Is there a particular song you know will boost your mood, if you listen to it? Do you play it when you need a lift?

* I loved this story about a pothole gardener. A British bicyclist who is also a “mad keen gardener” planted flowers in potholes to put other bicyclists on the alert.

* The book The Happiness Project has been bouncing around the New York Times bestseller list for SEVENTEEN WEEKS now! – including hitting #1! Yay! You can…
Order your copy!
Read sample chapters!
Watch the one-minute book trailer!
Join the discussion on the Facebook Page!
Watch the 30-second commercial that aired on TV!

Other posts you might be interested in . . .

  • KCDebi

    I’m not sure if you read sportswriter Joe Posnanski, but in his blog he had an exercise where he listed songs that always make him happy – only 1 song per artist. The original post had around 100 songs, but after further reflection and suggestions from commenters, the list ballooned to around 300.

    I’ve been thinking that a wonderful happiness exercise for myself would be to put my own list together. When I hear songs pop up on my iPod or the radio, I tell myself “that goes on the list” but I haven’t started writing it down yet. I wonder how many I could come up with 🙂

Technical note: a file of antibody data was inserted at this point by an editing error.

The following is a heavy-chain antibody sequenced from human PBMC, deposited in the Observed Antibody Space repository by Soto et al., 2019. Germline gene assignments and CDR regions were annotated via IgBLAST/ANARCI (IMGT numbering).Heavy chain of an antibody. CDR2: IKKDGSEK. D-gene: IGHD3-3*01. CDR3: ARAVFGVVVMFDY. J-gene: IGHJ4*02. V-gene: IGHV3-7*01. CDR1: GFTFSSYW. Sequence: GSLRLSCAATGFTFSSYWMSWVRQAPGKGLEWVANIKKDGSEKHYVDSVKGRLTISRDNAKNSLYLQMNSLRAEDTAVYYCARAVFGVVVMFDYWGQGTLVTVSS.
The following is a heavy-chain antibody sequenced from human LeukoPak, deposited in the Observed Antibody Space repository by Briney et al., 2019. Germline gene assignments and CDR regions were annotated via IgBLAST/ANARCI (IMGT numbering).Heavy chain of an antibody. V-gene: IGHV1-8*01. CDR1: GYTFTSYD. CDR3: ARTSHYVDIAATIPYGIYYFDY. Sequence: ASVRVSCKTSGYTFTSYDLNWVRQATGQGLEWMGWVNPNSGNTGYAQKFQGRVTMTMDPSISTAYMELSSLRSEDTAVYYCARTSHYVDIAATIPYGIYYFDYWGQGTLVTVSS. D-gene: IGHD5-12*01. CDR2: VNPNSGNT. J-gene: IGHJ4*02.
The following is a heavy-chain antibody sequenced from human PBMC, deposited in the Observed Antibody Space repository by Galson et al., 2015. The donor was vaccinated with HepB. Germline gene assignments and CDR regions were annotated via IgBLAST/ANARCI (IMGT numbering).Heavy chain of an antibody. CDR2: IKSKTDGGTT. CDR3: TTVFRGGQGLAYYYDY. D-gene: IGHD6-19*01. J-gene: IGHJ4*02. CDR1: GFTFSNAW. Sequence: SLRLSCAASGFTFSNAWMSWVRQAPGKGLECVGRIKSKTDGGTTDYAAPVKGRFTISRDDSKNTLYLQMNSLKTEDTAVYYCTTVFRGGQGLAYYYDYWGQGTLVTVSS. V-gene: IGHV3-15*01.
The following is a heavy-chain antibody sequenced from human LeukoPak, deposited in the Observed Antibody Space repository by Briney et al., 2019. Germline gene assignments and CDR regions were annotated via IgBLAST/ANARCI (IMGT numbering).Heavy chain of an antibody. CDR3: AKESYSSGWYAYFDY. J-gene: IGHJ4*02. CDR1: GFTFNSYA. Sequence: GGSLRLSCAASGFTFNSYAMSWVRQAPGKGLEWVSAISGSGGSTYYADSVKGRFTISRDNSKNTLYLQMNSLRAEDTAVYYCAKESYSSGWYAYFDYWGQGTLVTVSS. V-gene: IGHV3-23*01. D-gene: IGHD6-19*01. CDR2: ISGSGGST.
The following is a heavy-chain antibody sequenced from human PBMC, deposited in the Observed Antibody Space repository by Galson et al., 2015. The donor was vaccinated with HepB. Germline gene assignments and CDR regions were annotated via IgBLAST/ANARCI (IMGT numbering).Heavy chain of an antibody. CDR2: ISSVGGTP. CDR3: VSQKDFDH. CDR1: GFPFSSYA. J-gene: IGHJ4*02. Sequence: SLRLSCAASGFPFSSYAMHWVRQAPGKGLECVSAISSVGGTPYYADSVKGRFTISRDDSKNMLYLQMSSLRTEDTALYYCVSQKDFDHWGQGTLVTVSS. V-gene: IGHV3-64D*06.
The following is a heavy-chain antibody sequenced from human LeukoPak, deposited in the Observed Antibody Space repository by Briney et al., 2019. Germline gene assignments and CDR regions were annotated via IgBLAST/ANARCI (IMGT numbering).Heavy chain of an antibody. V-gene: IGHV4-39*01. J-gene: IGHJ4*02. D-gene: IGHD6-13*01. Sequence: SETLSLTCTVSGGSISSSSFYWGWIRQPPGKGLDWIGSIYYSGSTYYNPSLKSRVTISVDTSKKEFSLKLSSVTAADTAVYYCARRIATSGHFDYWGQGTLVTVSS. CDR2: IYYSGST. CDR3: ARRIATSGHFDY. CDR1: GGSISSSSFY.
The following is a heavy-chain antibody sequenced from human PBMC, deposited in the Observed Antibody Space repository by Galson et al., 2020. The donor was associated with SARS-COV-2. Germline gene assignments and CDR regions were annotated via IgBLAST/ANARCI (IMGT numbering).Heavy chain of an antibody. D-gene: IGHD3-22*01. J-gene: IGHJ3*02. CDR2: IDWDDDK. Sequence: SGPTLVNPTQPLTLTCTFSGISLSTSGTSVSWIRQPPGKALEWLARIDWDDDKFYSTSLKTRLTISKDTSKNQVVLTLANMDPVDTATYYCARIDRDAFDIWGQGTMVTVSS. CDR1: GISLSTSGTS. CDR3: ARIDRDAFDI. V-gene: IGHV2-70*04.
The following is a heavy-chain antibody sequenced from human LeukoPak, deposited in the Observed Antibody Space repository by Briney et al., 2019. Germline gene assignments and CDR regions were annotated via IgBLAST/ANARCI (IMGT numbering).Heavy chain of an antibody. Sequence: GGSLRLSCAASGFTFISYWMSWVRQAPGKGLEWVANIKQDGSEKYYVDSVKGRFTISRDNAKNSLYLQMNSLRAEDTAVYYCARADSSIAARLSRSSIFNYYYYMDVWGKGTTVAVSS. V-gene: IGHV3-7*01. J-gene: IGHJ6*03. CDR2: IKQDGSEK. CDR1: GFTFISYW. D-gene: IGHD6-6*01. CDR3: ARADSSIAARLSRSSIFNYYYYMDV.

• gimmemick

    I am most definitely music person. I could go broke on the money I spend for concerts and CDs. So I’m already on track with knowing that songs can make one feel happier and I definitely know it’s true for me.

    Before I had even read this post today, I was driving thinking that I didn’t even feel like facing the day much less going to work. I reached into the console of my car and found a CD by my favorite group, The Rolling Stones. Moments later I was enjoying Jumpin’ Jack Flash and thinking, wow this is such a great song, no matter how many times I’ve heard it! Immediately other ideas of happiness floated into mind—seeing the Stones in concert and the fun we had and how we decided at the last minute to buy tickets and make the five-hour drive to the show. I also remembered my brother mimicking Mick Jagger in our living room at a party when we were in our teens and how much everyone enjoyed his performance. Further into my drive, I was listening to You Can Always Get What You Want, another favorite, and thought, yes, I need to remember that. That needs to be my thought for the day.